In the UK we have now had long experience of research assessment – going back as far as 1986 – and, while there is still room for criticism, the fact that the Humanities and Social Sciences (with the notable exception of Economics) have resisted attempts to move to a metrics driven approach is a very positive aspect of the UK Research Excellence Framework. We have argued successfully that metrics don’t work for us and for the need to be able to maintain high quality but, relatively, small circulation journals in order to refresh the breadth of our disciplines, and to allow for new developments. All of the publications submitted to the REF are read by assessment panel members and allocated a grade based on judgement about quality, without regard for the journal, publisher or status of the author.
The other major aspect of assessment, which is sweeping across Europe, is of course ‘impact’ (see the article by Marta Soler in this issue), and here it is crucial that we continue to make a strong case for the centrality of social and academic impact rather than a narrowly focused, short-term, economic definition. When ‘Impact’ was introduced, as a key part of REF2014, in the UK there was a great deal of anxiety, in the SSH disciplines, that we would not be able to compete with STEM (science, technology, engineering and medicine), or with applied fields. However, this was not the outcome, indeed the opposite has been shown to be the case with 84% of all the Impact Case Studies submitted to REF2014 across all disciplinary areas having a social science component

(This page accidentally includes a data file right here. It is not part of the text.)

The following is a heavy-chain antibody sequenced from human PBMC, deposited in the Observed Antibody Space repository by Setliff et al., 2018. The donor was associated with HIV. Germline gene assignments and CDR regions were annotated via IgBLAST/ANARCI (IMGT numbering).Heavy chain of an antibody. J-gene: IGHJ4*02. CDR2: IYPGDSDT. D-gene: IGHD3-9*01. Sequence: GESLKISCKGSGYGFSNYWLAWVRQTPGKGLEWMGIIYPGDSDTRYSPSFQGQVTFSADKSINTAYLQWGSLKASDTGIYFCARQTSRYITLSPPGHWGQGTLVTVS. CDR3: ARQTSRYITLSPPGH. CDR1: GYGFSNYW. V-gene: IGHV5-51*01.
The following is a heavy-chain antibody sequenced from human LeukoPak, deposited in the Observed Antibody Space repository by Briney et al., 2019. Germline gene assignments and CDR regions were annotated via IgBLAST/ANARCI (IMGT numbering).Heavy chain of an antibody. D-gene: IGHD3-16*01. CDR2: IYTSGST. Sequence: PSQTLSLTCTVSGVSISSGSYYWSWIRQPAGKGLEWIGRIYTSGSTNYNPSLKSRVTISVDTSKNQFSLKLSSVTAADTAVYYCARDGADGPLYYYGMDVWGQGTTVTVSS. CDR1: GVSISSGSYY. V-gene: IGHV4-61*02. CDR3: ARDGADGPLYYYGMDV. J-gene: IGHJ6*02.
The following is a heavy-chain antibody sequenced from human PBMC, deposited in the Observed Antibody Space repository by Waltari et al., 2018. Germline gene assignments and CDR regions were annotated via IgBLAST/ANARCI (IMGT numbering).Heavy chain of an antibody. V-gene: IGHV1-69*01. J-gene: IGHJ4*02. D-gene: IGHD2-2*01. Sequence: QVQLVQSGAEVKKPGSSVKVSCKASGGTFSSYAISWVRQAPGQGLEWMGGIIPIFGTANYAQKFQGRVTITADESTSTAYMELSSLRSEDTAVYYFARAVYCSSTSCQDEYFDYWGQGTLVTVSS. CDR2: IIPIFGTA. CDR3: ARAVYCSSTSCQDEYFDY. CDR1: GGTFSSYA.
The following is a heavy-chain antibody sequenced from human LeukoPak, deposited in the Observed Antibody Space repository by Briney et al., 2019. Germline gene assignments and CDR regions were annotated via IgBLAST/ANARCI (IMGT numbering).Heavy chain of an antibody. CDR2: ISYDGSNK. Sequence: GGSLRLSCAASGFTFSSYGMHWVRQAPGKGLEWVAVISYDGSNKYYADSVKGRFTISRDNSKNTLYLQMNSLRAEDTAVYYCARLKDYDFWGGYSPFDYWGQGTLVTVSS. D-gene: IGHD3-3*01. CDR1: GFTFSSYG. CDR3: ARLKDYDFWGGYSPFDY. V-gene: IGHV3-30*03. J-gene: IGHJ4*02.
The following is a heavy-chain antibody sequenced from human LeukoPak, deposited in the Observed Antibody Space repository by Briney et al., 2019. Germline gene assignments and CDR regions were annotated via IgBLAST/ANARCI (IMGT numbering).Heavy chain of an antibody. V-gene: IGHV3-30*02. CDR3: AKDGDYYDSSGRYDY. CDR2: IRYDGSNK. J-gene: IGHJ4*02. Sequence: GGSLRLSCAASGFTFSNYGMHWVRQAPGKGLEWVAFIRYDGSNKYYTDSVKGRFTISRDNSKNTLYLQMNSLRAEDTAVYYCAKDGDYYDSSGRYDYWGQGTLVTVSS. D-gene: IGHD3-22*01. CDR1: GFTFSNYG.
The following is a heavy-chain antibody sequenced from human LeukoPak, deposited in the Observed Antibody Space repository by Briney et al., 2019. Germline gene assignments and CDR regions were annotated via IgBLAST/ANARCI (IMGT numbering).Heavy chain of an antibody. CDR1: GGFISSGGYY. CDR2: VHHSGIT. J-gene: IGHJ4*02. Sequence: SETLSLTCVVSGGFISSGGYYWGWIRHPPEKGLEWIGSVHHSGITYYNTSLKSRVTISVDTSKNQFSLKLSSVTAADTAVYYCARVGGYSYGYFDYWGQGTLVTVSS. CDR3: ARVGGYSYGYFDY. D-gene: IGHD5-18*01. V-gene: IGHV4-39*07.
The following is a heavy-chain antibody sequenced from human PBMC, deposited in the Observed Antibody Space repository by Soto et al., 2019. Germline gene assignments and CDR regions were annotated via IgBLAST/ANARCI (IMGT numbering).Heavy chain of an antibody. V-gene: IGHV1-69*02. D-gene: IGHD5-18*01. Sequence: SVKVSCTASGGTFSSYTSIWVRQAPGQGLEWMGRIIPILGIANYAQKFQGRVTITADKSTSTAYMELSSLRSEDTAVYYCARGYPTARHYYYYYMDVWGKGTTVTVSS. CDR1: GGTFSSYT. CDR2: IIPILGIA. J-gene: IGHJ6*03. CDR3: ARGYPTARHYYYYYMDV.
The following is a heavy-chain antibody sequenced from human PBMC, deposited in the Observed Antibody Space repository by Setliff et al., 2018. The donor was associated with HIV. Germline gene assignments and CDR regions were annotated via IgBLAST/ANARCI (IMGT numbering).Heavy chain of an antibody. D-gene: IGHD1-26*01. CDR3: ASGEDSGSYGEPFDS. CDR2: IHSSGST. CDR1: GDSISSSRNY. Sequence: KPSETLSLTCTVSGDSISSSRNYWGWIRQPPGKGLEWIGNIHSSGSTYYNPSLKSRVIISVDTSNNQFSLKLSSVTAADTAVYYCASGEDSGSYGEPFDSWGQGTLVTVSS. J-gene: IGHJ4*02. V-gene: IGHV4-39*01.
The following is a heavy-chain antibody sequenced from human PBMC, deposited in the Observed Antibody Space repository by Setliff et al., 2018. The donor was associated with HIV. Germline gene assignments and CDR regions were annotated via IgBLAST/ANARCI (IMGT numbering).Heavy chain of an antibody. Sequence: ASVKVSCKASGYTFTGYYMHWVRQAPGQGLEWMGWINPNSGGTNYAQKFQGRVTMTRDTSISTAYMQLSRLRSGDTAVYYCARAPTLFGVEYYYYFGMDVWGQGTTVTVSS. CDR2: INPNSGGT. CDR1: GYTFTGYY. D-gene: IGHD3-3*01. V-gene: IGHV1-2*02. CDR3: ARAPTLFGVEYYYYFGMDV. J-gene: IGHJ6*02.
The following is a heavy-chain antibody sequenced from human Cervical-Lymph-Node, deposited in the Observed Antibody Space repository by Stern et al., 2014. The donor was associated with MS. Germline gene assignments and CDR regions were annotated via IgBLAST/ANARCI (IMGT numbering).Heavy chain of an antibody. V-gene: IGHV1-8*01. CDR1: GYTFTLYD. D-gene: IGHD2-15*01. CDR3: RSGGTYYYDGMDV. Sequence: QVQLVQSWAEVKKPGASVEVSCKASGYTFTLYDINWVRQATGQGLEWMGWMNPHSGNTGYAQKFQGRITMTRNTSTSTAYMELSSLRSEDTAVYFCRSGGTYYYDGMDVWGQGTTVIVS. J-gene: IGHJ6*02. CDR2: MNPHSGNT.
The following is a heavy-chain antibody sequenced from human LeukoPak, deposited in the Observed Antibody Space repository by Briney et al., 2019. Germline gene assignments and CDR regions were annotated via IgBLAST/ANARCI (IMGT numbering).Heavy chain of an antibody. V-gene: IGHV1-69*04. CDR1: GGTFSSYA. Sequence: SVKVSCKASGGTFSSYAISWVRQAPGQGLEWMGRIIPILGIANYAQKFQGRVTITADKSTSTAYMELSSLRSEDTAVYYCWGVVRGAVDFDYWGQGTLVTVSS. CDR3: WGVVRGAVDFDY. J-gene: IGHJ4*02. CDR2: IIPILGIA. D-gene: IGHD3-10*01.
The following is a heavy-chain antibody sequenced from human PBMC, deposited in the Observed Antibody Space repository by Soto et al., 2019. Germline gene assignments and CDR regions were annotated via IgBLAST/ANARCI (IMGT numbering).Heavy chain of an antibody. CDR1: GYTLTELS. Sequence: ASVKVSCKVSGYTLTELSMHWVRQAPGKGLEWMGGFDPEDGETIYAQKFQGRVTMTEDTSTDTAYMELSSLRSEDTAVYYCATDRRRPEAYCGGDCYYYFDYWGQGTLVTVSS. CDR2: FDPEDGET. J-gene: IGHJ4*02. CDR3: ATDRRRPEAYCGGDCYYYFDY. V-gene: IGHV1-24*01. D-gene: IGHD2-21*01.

Of course such success does not render the requirements unproblematic, of course we want to make a difference, but not to have this assessed on inappropriate terms. I would like to see more discussion across the ESA about metrics, research evaluation and impact assessment in general, so we can learn from each other and try to ensure that sociology and sociologists are treated appropriately. I look forward to some of this discussion in future issues of the ES.
Meanwhile preparation for the conference is picking up pace and I hope that we will be able to announce the plenary speakers very soon. The Executive will hold its next meeting in Manchester in May, when we will be able to meet with the local organising committee, visit the venues which will host the conference, and get a sense of what, I can assure those of you who don’t know it, is a very vibrant and sociologically interesting city. In fact our conference coincides with the 200th anniversary of the Peterloo Massacre and the LOC has already established links with the management committee for the commemoration. Two hundred years on and, as sociologists, we are engaged in documenting contemporary struggles for democracy and against poverty – plus ça change!